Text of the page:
- The Lunar New Year tradition hinges upon renewal and the change required to do so This change takes time and requires planning
- Many B2B organizations must deal with transitioning skills and abilities to accommodate change within their industries
- Make the shifts needed for your organization this year by executing a well-formed plan with a foundation of support
In the West, New Year’s is a time of celebration often accompanied by a few resolutions: eat less, work out more, exercise patience, live in the moment. In the East, New Year’s follows the lunar calendar, and it is a thing. A big thing. One of the first phrases you learn in any Asian language is “Happy (Lunar) New Year.” Lunar New Year celebrations vary from country to country, but there are themes that resonate across borders. One thing stands out most prominently: Lunar New Year’s isn’t a one-day event – it can officially last from three to seven days, especially in rural areas – in China, it often lasts a couple of weeks. The days and weeks leading up to New Year’s are all about resetting relationships, paying off debts, making peace with the past and starting new ventures. From the bell ringing in Japan to the water festivals of Thailand, there is a huge emphasis on cleansing and renewal.
The connection between what the Lunar New Year is all about – renewal – and the amount of time taken to celebrate it is not a coincidence. Change takes time. It demands planning. It requires healthy relationships and support. What I find really fascinating is that in the past five years, the advances science has made into brain mapping and understanding how the mind works completely validates those Lunar New Year traditions. You don’t shift a business, a group of people or a single individual armed with just a resolution. You make this type of shift by executing a well-formed plan with a foundation of support, persisting several weeks to several months so it sticks.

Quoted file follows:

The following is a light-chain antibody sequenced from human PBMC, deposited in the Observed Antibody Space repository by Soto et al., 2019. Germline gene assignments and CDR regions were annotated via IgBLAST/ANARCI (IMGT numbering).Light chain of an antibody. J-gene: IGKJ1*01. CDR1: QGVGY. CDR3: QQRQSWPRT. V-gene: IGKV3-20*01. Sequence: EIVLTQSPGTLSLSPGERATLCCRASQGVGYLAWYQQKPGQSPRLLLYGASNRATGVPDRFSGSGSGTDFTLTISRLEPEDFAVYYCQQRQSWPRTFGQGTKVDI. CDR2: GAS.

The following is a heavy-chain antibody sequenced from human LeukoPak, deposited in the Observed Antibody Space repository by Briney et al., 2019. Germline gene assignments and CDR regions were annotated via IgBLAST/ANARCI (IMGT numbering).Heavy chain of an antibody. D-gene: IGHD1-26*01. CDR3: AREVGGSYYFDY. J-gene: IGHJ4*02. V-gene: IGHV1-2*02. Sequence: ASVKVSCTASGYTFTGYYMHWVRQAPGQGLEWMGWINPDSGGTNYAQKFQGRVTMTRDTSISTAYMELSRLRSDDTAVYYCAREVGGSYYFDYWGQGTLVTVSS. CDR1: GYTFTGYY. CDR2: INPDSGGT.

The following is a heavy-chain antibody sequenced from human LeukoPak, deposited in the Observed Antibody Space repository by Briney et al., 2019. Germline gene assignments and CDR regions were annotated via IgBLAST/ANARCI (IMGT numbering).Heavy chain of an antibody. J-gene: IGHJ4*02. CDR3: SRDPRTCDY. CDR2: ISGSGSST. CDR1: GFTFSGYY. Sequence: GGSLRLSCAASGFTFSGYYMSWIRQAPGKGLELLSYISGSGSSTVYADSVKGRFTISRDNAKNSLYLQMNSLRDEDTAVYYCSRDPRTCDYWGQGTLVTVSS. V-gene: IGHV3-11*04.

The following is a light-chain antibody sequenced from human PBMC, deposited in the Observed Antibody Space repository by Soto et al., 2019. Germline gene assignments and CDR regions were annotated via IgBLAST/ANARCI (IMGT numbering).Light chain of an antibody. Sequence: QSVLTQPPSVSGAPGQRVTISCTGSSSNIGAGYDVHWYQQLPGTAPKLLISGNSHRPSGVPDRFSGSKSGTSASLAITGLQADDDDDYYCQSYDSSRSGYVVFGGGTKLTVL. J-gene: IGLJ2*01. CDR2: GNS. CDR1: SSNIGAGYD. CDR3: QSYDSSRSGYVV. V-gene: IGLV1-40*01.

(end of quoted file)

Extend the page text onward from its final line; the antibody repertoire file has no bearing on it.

This hard truth is non-negotiable when it comes to training people. Many B2B organizations face the huge challenge of having to transition skills and abilities to compete with the changes going on in our industries. In a digital world, it is all too tempting to buy a few videos on a topic of interest, or put together a quick workshop with virtual attendees to excite and energize the team for a new goal. The reality is – a collection of videos and a two-hour lecture do about as much good as a January 1 resolution to hit the gym more often. Skills don’t change because we want them to, just as habits aren’t formed because of one moment of self-reflection.
However, skills and people can change – and change dramatically – if you execute a plan customized to their needs, carried out regularly and over several months, and focused on what working adult professionals need to know to transition skills (key point: adults learn differently). It may not be quite as explosive as the fireworks in the Chinese version of Lunar New Year, but the science in that tradition holds true for the goals and plans that lie ahead of us.
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Happy New Year!
Photo courtesy of IQRemix.